Rose Whitmore’s writing has appeared in the Alaska Quarterly Review, Mid-American Review, The Missouri Review, The Sun, The Iowa Review, The Colorado Review, Fourth Genre and shortlisted in Best American Essays, 2017. A former Wallace Stegner fellow, she is currently a Jones Lecturer at work on a novel about Olympic Weightlifting during Enver Hoxa’s communist regime in post-World War II Albania.
Playing with Time
Monday, March 2
How can we bend, control, and play with time to increase the power of the stories we want to tell? In this workshop, we will experiment with manipulating time to create more impactful moments, scenes, and plots. We’ll start by looking at writers who manage time in their work in effective and innovative ways. We’ll also consider ways music and image can help us think analogously about time. Most of our workshop will then be devoted to our own experiments with time in story. Whether your goal is to build suspense, create patterns, or capture a single ground-shifting moment, this workshop will give you new options to explore. Valerie Kinsey is a Lecturer in Stanford’s Program in Writing and Rhetoric. Her fiction has appeared in Angel City Review, Adelaide, Arcturus and elsewhere; she also writes personal essays, which have been published in Evening Street Press and Streetlight Magazine. She earned her MFA (creative writing) and PhD (English) at the University of New Mexico.














Flash Fiction and the Freedom of Story
Monday, October 14
In this workshop, you’ll write complete pieces of fiction in two hundred words or less, working from a variety of examples and prompts. Extreme brevity may look like a constraint, but it can free the writer to take chances and make leaps of faith. Make icebergs speak! Tell the history of a marriage in a sip of coffee. It’s speed dating with your imagination!

Edward Porter’s short fiction has appeared in Glimmer Train, The Hudson Review, The Gettysburg Review, Colorado Review, Best New American Voices, and elsewhere. A former Stegner Fellow, he is currently a Jones Lecturer in creative writing at Stanford University.
Collaboration and Imagination: Writers Inspiring Writers
Monday, October 21
This workshop offers a chance to experience the benefits of working with other writers, whether just at the start or throughout the process of creating a story. We’ll explore how collaboration helps take ego out of the process, focus on the “thing” we are creating, and forget, a little, how that thing is a part of us. We will also work with a variety of modes of expression—stories, essays, poems, drawings, songs—to see how working in different modes can open up new possibilities for our work. We will experiment with Google Docs, try speed writing, practice meditation, tell as many jokes as possible, and get some writing “things” started–or finished! Wear comfortable clothing and please bring your laptops. Feel free to bring musical instruments. John Peterson is an Advanced Lecturer in Stanford’s Program in Writing and Rhetoric. He is researching the relationships between collaboration, improvisation, and electronic sharing in environments such as Google Docs and social media for his book project, Free Speech and Improvisation: The Danger and Beauty of Speaking Off the Cuff. He received his MFA in fiction from the University of Alaska, Fairbanks.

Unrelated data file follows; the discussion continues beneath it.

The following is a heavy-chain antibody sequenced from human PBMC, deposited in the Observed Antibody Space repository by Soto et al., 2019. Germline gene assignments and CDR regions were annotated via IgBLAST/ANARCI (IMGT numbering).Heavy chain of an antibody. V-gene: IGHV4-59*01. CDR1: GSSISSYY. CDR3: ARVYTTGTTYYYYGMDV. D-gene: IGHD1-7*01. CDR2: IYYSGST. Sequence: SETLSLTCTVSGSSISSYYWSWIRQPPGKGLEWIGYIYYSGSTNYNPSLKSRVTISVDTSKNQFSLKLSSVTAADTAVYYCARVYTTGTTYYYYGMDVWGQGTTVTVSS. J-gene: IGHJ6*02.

Two Households, Both Unalike in Dignity: Writing about Class and Race
Monday, October 28
Gatsby and Daisy in Louisville, Lady Chatterley and Oliver in Wragby, Sammy and Queenie in the A&P. What is it about class-created chasms that make character motivation so compelling? Should writers speak to class and race in their narratives? How do we weave in these details? We will read selected snippets by contemporary fiction writers, including Dorothy Allison, Alexia Arthurs, Jamel Brinkley, Junot Diaz, and Callan Wink, and then we will generate exposition, craft our own scenes, and discuss how to bring our characters and their stories to life. Jenn Alandy Trahan was a 2016-2018 Wallace Stegner Fellow in Fiction and currently teaches here at Stanford. Her work can be found in Permafrost, Blue Mesa Review, Harper’s, and The Best American Short Stories 2019. She currently lives in Silicon Valley, where she can’t help but think about class and race more than she typically would.
Who’s Talking Here?
Monday, November 4
Have you ever read a passage of fiction and felt like there was something wrong, but been unable to figure out what it was? Chances are, narrative distance had something to do with it. Come learn about this recondite technical aspect of fiction, which is also, line by line, the way the reader answers the question “Who’s talking here?” Nina Schloesser Tárano was born and grew up in Guatemala. She has an M.F.A. from Columbia University and was a Stegner Fellow at Stanford, where she’s now a lecturer in the Creative Writing Program. She lives in San Francisco with her wife, sister, two sons, and three dogs.
Collaborative Story Games
Monday, November 11
Making up stories with your friends is a profoundly human endeavor. Over the past 50+ years, improvisational theater has been exploring ways to practice and perform engaging narratives. Come learn skills you can apply to any kind of storytelling you are doing right now, from memoir and fiction to film and performance. This is an invitation to come play and to see what happens next!
Dan Klein is a Lecturer in the TAPS department and a Lecturer of Management at the GSB. He leads workshops all over the world, and is the former Dean of the School at BATS Improv in SF.